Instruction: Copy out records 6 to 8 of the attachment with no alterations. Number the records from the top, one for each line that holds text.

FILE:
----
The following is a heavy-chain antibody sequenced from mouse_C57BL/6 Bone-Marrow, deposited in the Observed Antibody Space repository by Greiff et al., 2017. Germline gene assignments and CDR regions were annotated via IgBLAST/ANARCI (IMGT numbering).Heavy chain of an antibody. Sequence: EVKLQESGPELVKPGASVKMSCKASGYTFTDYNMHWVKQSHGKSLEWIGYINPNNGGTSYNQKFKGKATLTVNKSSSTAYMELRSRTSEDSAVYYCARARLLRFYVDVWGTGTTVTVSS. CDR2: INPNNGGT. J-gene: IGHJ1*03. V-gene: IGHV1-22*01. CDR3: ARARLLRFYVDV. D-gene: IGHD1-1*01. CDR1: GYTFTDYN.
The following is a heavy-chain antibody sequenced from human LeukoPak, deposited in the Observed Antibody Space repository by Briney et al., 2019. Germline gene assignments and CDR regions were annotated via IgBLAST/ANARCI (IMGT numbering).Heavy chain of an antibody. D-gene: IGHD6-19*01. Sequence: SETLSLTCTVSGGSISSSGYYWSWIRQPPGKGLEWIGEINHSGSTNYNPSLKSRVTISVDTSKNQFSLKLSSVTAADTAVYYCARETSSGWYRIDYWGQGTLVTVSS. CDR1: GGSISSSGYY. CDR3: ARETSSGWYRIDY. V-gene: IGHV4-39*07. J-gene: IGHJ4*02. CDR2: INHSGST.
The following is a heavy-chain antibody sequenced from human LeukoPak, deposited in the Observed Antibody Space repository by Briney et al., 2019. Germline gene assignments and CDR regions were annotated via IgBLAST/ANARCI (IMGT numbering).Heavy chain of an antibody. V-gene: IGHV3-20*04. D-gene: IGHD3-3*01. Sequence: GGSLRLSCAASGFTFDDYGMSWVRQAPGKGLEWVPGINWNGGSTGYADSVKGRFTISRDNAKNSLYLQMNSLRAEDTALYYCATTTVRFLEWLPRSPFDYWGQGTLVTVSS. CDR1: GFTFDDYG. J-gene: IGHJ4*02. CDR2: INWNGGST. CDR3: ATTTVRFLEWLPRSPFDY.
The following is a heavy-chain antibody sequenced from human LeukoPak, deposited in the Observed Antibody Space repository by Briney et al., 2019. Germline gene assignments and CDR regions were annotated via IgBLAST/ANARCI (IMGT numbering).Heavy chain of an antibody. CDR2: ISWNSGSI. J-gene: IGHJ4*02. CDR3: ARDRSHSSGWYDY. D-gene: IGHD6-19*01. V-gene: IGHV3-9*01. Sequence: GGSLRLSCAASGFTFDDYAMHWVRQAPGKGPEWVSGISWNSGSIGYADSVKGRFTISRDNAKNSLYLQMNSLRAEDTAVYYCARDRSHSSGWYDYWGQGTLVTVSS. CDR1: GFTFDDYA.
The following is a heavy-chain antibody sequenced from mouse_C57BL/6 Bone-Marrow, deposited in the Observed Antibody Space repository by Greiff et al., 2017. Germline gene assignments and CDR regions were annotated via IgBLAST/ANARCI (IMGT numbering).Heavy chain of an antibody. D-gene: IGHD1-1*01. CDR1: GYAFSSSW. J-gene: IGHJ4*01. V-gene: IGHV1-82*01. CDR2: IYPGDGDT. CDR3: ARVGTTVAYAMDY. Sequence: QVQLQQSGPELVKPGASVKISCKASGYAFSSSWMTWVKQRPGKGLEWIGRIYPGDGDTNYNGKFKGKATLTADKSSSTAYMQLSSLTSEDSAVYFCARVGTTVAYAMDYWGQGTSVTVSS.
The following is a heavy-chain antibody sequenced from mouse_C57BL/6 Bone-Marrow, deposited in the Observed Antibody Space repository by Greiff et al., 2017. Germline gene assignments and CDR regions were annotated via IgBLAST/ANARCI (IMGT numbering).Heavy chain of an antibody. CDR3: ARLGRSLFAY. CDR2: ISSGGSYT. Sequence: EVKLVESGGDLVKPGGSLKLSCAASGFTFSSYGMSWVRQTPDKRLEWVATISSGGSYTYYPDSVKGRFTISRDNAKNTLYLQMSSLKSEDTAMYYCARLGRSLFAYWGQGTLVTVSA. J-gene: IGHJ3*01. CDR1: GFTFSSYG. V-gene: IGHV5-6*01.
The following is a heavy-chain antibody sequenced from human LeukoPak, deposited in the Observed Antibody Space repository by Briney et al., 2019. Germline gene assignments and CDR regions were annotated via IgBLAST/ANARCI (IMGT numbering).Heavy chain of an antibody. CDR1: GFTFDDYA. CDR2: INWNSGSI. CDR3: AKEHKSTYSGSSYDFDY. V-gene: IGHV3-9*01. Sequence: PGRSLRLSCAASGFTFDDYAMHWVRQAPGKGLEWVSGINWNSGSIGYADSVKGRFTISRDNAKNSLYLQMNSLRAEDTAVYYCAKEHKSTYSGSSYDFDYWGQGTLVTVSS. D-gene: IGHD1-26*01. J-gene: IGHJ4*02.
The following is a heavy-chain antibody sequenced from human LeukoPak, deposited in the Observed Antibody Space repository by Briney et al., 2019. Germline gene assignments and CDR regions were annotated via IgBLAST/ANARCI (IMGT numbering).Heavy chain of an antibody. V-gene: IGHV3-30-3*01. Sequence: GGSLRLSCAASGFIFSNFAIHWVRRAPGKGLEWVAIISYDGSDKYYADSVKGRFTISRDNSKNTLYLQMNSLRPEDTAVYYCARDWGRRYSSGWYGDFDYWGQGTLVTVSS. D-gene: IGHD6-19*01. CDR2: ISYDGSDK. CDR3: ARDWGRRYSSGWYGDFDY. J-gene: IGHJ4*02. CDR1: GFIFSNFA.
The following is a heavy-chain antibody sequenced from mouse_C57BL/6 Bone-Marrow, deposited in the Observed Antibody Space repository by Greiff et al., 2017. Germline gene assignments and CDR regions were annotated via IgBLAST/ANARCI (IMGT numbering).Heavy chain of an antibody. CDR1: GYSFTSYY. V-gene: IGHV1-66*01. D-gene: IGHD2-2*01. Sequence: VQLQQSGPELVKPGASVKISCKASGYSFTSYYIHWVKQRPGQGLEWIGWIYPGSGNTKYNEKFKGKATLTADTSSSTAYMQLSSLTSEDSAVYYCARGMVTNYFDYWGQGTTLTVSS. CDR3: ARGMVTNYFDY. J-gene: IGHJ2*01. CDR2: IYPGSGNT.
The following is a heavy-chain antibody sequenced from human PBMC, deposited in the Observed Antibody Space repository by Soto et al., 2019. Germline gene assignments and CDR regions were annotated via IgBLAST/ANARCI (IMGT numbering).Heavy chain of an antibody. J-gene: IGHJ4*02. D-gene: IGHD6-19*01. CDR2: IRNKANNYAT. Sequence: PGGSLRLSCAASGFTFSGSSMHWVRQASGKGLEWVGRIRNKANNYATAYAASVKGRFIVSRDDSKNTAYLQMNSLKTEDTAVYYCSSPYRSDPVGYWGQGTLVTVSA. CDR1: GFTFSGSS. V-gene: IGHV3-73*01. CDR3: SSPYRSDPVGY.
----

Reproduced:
The following is a heavy-chain antibody sequenced from mouse_C57BL/6 Bone-Marrow, deposited in the Observed Antibody Space repository by Greiff et al., 2017. Germline gene assignments and CDR regions were annotated via IgBLAST/ANARCI (IMGT numbering).Heavy chain of an antibody. CDR3: ARLGRSLFAY. CDR2: ISSGGSYT. Sequence: EVKLVESGGDLVKPGGSLKLSCAASGFTFSSYGMSWVRQTPDKRLEWVATISSGGSYTYYPDSVKGRFTISRDNAKNTLYLQMSSLKSEDTAMYYCARLGRSLFAYWGQGTLVTVSA. J-gene: IGHJ3*01. CDR1: GFTFSSYG. V-gene: IGHV5-6*01.
The following is a heavy-chain antibody sequenced from human LeukoPak, deposited in the Observed Antibody Space repository by Briney et al., 2019. Germline gene assignments and CDR regions were annotated via IgBLAST/ANARCI (IMGT numbering).Heavy chain of an antibody. CDR1: GFTFDDYA. CDR2: INWNSGSI. CDR3: AKEHKSTYSGSSYDFDY. V-gene: IGHV3-9*01. Sequence: PGRSLRLSCAASGFTFDDYAMHWVRQAPGKGLEWVSGINWNSGSIGYADSVKGRFTISRDNAKNSLYLQMNSLRAEDTAVYYCAKEHKSTYSGSSYDFDYWGQGTLVTVSS. D-gene: IGHD1-26*01. J-gene: IGHJ4*02.
The following is a heavy-chain antibody sequenced from human LeukoPak, deposited in the Observed Antibody Space repository by Briney et al., 2019. Germline gene assignments and CDR regions were annotated via IgBLAST/ANARCI (IMGT numbering).Heavy chain of an antibody. V-gene: IGHV3-30-3*01. Sequence: GGSLRLSCAASGFIFSNFAIHWVRRAPGKGLEWVAIISYDGSDKYYADSVKGRFTISRDNSKNTLYLQMNSLRPEDTAVYYCARDWGRRYSSGWYGDFDYWGQGTLVTVSS. D-gene: IGHD6-19*01. CDR2: ISYDGSDK. CDR3: ARDWGRRYSSGWYGDFDY. J-gene: IGHJ4*02. CDR1: GFIFSNFA.